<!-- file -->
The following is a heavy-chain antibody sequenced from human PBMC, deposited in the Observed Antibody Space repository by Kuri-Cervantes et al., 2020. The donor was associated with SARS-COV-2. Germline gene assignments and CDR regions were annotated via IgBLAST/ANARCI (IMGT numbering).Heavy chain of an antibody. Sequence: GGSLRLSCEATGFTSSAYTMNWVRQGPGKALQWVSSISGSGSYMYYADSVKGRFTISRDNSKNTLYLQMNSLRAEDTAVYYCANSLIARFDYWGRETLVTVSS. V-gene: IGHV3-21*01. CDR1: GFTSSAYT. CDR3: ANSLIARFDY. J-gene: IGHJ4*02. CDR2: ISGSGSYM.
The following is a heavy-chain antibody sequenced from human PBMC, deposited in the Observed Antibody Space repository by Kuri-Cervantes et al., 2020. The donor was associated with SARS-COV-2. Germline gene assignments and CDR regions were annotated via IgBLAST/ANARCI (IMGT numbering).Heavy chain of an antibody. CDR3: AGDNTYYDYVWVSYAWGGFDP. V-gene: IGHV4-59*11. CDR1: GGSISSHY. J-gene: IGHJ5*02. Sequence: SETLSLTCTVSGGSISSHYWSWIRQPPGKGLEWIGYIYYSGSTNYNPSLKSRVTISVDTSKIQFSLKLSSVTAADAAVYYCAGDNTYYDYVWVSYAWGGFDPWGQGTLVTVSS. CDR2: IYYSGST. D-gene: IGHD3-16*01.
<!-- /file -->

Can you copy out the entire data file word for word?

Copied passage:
The following is a heavy-chain antibody sequenced from human PBMC, deposited in the Observed Antibody Space repository by Kuri-Cervantes et al., 2020. The donor was associated with SARS-COV-2. Germline gene assignments and CDR regions were annotated via IgBLAST/ANARCI (IMGT numbering).Heavy chain of an antibody. Sequence: GGSLRLSCEATGFTSSAYTMNWVRQGPGKALQWVSSISGSGSYMYYADSVKGRFTISRDNSKNTLYLQMNSLRAEDTAVYYCANSLIARFDYWGRETLVTVSS. V-gene: IGHV3-21*01. CDR1: GFTSSAYT. CDR3: ANSLIARFDY. J-gene: IGHJ4*02. CDR2: ISGSGSYM.
The following is a heavy-chain antibody sequenced from human PBMC, deposited in the Observed Antibody Space repository by Kuri-Cervantes et al., 2020. The donor was associated with SARS-COV-2. Germline gene assignments and CDR regions were annotated via IgBLAST/ANARCI (IMGT numbering).Heavy chain of an antibody. CDR3: AGDNTYYDYVWVSYAWGGFDP. V-gene: IGHV4-59*11. CDR1: GGSISSHY. J-gene: IGHJ5*02. Sequence: SETLSLTCTVSGGSISSHYWSWIRQPPGKGLEWIGYIYYSGSTNYNPSLKSRVTISVDTSKIQFSLKLSSVTAADAAVYYCAGDNTYYDYVWVSYAWGGFDPWGQGTLVTVSS. CDR2: IYYSGST. D-gene: IGHD3-16*01.